Rising depth or a lack of consistency? The WTA legends in Singapore for the final edition of the Tour’s year-end event shared their thoughts on how the modern game has changed from when they were on the court.
“You can argue it both ways,” said Lindsay Davenport, whose last competitive match was in 2012. “The consistency was there more for the top players.”
“Let’s say you take a top 5 player or top 6 player, you might get one or two tournaments where they lost first round,” Davenport said. “It wasn’t like, out of 16 or 18 tournaments, it wasn’t like 8 or 7 times they didn’t get past the second round.”
Jennifer Capriati, a three-time Grand Slam champion who retired in 2004, agreed. “Sometimes watching it’s a little frustrating.”
“Some of these girls play so good at certain tournaments, and then they just have a letdown or don’t follow through and you can see that they have that potential to keep going,” said Capriati.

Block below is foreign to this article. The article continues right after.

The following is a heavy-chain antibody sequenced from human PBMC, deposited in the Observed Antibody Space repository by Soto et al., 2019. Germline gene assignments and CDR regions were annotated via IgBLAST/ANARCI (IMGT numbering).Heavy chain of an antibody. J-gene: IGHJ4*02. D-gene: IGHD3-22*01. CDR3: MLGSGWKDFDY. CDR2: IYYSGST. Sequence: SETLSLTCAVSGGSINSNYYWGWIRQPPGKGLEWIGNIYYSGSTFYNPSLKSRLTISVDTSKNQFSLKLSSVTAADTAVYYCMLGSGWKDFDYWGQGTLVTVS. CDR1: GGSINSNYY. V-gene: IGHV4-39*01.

But depending on where you pick up the narrative, a player’s fortunes don’t always follow a downward trajectory. An inconsistent record could mean a dramatic uptick in form later on in the season for a struggling player.
“A player like Sloane Stephens,” noted Monica Seles, who officially retired in 2008, “not starting off as well but then winning in Miami and then qualifying for here.”
Davenport brought up third seed Naomi Osaka as another example. “I think everyone obviously was surprised she came to win the US Open, but if you watched her play the last few years (…) you knew she was going to end up here one day.”
Kim Clijsters, who retired for the second time in 2012, relished the sense of unpredictability that comes with a deeper field. “One of the things I enjoy about the WTA Finals is not knowing, like, who will be the last two standing in each group,” said Clijsters.
“It’s good because it’s so diverse, but at the same time, too, you never know who’s going to show up.”